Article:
The way the story is told, Tyler Weiss was about seven or eight years old and at a weekend hockey practice being held at Fort Bragg.
Tyler’s mom, Kelly, recalls an assistant coach during a break telling the kids “none of you will ever be an NHL player” and then being startled by what her son did next.
“He stood up and said, ‘Well, I am’ and skated off,” Kelly Weiss said, laughing.
Tyler Weiss still has that firm belief, still has that pluck about him. Now 17, he is a year away from being NHL draft eligible. The Raleigh native wants to hear his name called at the draft and one day be in the best hockey league in the world.
Weiss has spent this past year in USA Hockey’s National Team Development Program in Plymouth, Mich. The forward was a first-round pick by the Sarnia Sting in the Ontario Hockey League Priority Selection, taken 15th overall in 2016, and is committed to playing college hockey at Boston University.
“He’s come a long way, on and off the ice,” said Mason Graddock, an assistant coach in the USA Hockey program. “He has elite skills and elite speed, but it’s all about becoming a complete player. He’s totally bought in. Tyler’s in a great place going into his draft year.”
This week marks the 20th anniversary of the Hartford Whalers moving to North Carolina and becoming the Carolina Hurricanes. In the past two decades, kids such as Weiss have grown up with the sport in the state, some putting on skates and grabbing hockey sticks rather than shooting a basketball or throwing a football.
The Hurricanes winning the Stanley Cup in 2006 spiked interest in hockey. Youth programs began to grow. Travel teams developed. Better coaches joined in.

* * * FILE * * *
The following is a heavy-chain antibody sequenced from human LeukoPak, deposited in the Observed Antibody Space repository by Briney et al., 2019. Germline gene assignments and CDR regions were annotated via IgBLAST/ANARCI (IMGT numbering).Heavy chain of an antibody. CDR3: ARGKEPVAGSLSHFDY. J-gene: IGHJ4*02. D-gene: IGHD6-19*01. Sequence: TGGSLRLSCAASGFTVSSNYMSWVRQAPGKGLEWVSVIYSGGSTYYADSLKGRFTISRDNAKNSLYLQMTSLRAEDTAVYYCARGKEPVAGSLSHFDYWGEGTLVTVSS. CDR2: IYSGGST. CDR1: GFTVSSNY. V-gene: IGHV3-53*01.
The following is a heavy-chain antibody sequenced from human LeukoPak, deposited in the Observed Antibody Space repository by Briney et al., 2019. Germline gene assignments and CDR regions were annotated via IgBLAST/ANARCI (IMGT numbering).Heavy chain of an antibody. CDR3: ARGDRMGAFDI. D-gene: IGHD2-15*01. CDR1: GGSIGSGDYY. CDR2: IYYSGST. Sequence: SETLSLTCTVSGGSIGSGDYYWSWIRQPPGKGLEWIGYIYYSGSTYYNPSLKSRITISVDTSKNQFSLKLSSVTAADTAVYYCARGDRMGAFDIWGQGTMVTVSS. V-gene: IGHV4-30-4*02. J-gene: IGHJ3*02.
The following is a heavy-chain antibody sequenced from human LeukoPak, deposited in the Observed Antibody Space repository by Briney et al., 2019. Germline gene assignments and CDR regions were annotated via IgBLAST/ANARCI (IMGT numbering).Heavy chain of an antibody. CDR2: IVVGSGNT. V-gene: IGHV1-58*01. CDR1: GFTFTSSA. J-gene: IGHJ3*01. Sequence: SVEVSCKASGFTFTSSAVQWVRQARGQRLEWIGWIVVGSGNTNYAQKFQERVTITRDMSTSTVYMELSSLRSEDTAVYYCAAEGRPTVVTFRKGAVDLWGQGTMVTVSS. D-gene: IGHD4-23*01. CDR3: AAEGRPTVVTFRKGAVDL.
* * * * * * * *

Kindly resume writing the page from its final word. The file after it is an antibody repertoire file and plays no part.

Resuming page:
Rod Brind’Amour was the captain and leader of the ’06 champs. A son, Skyler, was born in Raleigh, played in the Junior Hurricanes youth program and now is committed to Michigan State. Skyler, 17, could hear his name called in this year’s NHL Draft.
Josh Wesley, 21, already has had that big moment – taken by the Hurricanes in the fourth round of the 2014 draft. The son of former Canes defenseman Glen Wesley, another of the ’06 Cup stars, Josh was the first locally developed player to be drafted by an NHL team and spent most of this year, his first full professional season, with the Florida Everblades of the ECHL.
“Hockey is growing in the state and its roots are digging in,” Rod Brind’Amour, a Canes assistant coach, said. “You can see it in the number of kids who are playing and where they are going.”
When Kasperi Kapanen of the Toronto Maple Leafs scored in double overtime a few weeks ago to beat the Washington Capitals in a Stanley Cup playoff thriller, it was mentioned his father, Sami, played for the Hurricanes. Kasperi was born in Finland but had his first hockey experiences in Raleigh.
Taking another hockey path
Weiss doesn’t have the advantage of having had a father in the sport, smoothing the way.
Shawn Weiss, an N.C. State graduate, has worked for LabCorp in Raleigh for many years and as a hockey referee on the side. He and his wife have two other sons, and an upward path for a player in hockey can be expensive, costing thousands of dollars a year.
Tyler Weiss was briefly part of the Junior Hurricanes program before leaving. Shawn Weiss cites “politics” and leaves it at that, although Tyler said, “I couldn’t make the Junior Hurricanes team – I got cut two straight years.”
Colin Muldoon, director of player development for the Junior Hurricanes, said Weiss, with a 2000 birth year, was trying to play up a level on a team filled with 1999 kids. Though he had a good skill set, Muldoon said, he was younger, smaller.
“Tyler’s definitely a high-level talent and now arguably one of the best players in the national team program,” Muldoon said.
After playing for the East Coast Eagles in Raleigh, Tyler joined the Richmond Generals, the Weiss family making the round trips to Virginia. Then came a huge step: Tyler was allowed to move to Toronto at 14.
“It was tough but we want him to live out his dream,” Kelly Weiss said. “This is what he wants. You can see his future in his eyes.”